PH vaccine rollout still slow; lag likely caused COVID-19 case spike – World Bank
MANILA, Philippines — The slow pace and low rate of vaccination compared to its neighbors may be to blame for the spread of the more contagious Omicron variant of COVID-19 in the Philippines, according to the World Bank.
In a report published on Wednesday, the World Bank’s Philippine office said “vaccination continued to lag regional peers” in the Philippines.
“The slower vaccination and higher mobility during the holiday season are the likely causes why the Philippines is one of the first to experience an Omicron variant surge in the region, recording higher cases per capita than other Asean countries, as of Jan. 11,” the multilateral lender noted.
Separate data from investment banking giant Goldman Sachs showed that the Philippines was among Asia-Pacific’s laggards in mass vaccination, with only 54 percent of its population fully vaccinated as of Jan. 13.
In comparison, China has a vaccination rate of 90 percent as of last week; Singapore, 89 percent; South Korea, 87 percent; Australia, Japan, and Vietnam, 80 percent; Malaysia and Taiwan, 79 percent; New Zealand, 78 percent; Thailand, 73 percent; Hong Kong, 67 percent; India, 65 percent, and Indonesia, 63 percent, Goldman Sachs noted in a Jan. 14 report.
The World Bank nonetheless said that despite the rise in infections, the severity of new cases appeared to be milder than previous surges, and the national hospital bed occupancy rate remained manageable at 38.1 percent as of Jan. 10.
However, it warned that the move a notch higher to alert level 3 imposed throughout the month of January would have economic costs.
For instance, the World Bank tagged the emergence of the Omicron variant as a key risk to sustaining months of manufacturing growth.
Estimates of President Duterte’s economic team had shown that alert level 3 restrictions in Metro Manila and neighboring provinces accounting for half of the economy would cost P3 billion in production losses a week.
‘Too slow, too late’
Tapping the private sector in the government’s vaccination drive could have helped speed up the process, but House senior citizens panel chair and Senior Citizens Rep. Rodolfo Ordanes described the recent decision to tap major drugstore chains in the vaccination rollout as “too slow and too late,” although still better late than never.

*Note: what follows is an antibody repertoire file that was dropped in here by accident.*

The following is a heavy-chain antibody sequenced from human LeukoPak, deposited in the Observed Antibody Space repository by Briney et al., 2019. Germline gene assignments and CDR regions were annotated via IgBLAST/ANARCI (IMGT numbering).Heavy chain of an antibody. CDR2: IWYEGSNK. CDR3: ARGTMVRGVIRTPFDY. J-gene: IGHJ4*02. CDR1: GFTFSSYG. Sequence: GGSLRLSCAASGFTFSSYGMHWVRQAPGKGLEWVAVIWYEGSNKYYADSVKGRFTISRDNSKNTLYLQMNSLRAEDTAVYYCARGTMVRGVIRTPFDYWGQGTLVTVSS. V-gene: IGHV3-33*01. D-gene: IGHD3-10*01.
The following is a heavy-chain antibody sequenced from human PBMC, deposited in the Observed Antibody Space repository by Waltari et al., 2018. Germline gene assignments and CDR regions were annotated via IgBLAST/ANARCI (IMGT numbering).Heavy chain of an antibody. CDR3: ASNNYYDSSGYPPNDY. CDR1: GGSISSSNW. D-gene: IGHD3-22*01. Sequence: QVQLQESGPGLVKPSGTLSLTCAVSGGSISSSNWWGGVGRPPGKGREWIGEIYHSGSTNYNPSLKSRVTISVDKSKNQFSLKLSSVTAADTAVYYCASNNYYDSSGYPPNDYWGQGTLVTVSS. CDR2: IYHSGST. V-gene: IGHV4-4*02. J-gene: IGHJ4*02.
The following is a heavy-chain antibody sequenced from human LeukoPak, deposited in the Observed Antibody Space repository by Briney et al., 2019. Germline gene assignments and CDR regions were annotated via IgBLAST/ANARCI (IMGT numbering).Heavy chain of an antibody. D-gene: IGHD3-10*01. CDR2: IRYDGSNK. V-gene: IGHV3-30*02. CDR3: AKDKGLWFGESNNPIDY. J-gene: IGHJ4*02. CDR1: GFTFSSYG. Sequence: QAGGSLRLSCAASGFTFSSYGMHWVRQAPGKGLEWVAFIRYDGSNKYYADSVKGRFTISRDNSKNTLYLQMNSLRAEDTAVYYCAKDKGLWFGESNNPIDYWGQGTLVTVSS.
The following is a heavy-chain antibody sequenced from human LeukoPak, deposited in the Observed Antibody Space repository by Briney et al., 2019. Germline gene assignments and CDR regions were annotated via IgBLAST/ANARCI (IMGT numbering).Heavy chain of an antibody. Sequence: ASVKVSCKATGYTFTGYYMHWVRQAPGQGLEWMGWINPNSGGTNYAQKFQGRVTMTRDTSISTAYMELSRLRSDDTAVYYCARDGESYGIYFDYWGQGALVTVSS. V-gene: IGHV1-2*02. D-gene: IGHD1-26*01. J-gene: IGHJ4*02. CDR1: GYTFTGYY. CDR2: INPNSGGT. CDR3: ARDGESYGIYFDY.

“I have suggested the involvement of drugstores or pharmacy chains in the national vaccination program even before. I urged the authorities to do this as early as May 13, 2021, or nine months ago,” Ordanes said in a statement on Wednesday.
He added that tapping pharmacy chains in the COVID-19 vaccination rollout was considered a “best practice” by other nations and that the government was too slow in adopting this.
The United States, for instance, rolled out its COVID-19 vaccination in major pharmacies and supermarkets to make jabs available to its citizens.
“The national government’s decision-makers and implementers have been too slow and lacking foresight in involving the drugstores in COVID-19 vaccination, super late. But better late than never,” Ordanes said.
He said the initial participation of seven pharmacies would “speed up the campaign for primary dosing and boosters” for both adults and minors.
Ordanes added that the people’s familiarity with well-known pharmacy chains such as Mercury Drug and Watsons could “help encourage those who are still hesitant about getting vaccinated.”
The lawmaker made the remarks a day ahead of the rollout of COVID-19 vaccines in seven pharmacies in Metro Manila.
Presidential Adviser on COVID-19 Response Vivencio “Vince” Dizon said on Wednesday that the government was counting on the success of the pilot-testing of the plan to have several drugstores and pharmacies administer booster doses and for some clinics to administer the primary doses.
“The objective of this is to really make the vaccines more accessible to our countrymen so that we can speed up the vaccination and we can inoculate more people,” he added.
Dizon earlier said several government-run vaccination sites have either closed down or were suffering from dwindling manpower after many vaccinators got sick while other doctors and nurses assigned there were recalled to man COVID-19 wards in government hospitals during the surge.
He added that the government was resuming its mass immunization drive to achieve the target of 77 million fully vaccinated Filipinos by the end of the first quarter once the threat of the Omicron variant has diminished.
Dizon, who is also National Task Force Against COVID-19 deputy chief implementer, reiterated that the government had enough vaccine supplies for everyone, pointing out that the slow inoculation rate in some regions, such as the Bangsamoro Autonomous Region in Muslim Mindanao, was due to geographic constraints.
—WITH A REPORT FROM JEROME ANING
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